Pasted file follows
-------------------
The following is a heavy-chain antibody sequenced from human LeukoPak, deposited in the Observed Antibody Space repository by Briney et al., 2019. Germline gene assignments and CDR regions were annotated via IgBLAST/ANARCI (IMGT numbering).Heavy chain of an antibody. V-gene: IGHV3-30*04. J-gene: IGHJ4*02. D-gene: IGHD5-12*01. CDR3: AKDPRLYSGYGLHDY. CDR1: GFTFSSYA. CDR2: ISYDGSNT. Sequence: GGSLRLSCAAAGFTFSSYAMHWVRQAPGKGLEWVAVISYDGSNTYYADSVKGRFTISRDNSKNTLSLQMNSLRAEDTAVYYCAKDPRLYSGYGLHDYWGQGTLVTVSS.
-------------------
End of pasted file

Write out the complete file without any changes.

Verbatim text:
The following is a heavy-chain antibody sequenced from human LeukoPak, deposited in the Observed Antibody Space repository by Briney et al., 2019. Germline gene assignments and CDR regions were annotated via IgBLAST/ANARCI (IMGT numbering).Heavy chain of an antibody. V-gene: IGHV3-30*04. J-gene: IGHJ4*02. D-gene: IGHD5-12*01. CDR3: AKDPRLYSGYGLHDY. CDR1: GFTFSSYA. CDR2: ISYDGSNT. Sequence: GGSLRLSCAAAGFTFSSYAMHWVRQAPGKGLEWVAVISYDGSNTYYADSVKGRFTISRDNSKNTLSLQMNSLRAEDTAVYYCAKDPRLYSGYGLHDYWGQGTLVTVSS.